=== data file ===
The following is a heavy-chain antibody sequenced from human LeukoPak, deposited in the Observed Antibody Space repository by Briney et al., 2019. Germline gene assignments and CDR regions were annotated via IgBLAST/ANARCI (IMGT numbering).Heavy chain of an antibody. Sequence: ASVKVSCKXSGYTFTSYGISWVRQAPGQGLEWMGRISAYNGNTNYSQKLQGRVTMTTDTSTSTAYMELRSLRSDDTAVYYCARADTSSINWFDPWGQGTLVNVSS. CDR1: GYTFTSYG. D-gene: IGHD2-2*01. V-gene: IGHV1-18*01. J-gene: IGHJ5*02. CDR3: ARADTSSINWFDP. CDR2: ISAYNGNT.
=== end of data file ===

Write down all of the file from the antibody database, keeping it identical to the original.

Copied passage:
The following is a heavy-chain antibody sequenced from human LeukoPak, deposited in the Observed Antibody Space repository by Briney et al., 2019. Germline gene assignments and CDR regions were annotated via IgBLAST/ANARCI (IMGT numbering).Heavy chain of an antibody. Sequence: ASVKVSCKXSGYTFTSYGISWVRQAPGQGLEWMGRISAYNGNTNYSQKLQGRVTMTTDTSTSTAYMELRSLRSDDTAVYYCARADTSSINWFDPWGQGTLVNVSS. CDR1: GYTFTSYG. D-gene: IGHD2-2*01. V-gene: IGHV1-18*01. J-gene: IGHJ5*02. CDR3: ARADTSSINWFDP. CDR2: ISAYNGNT.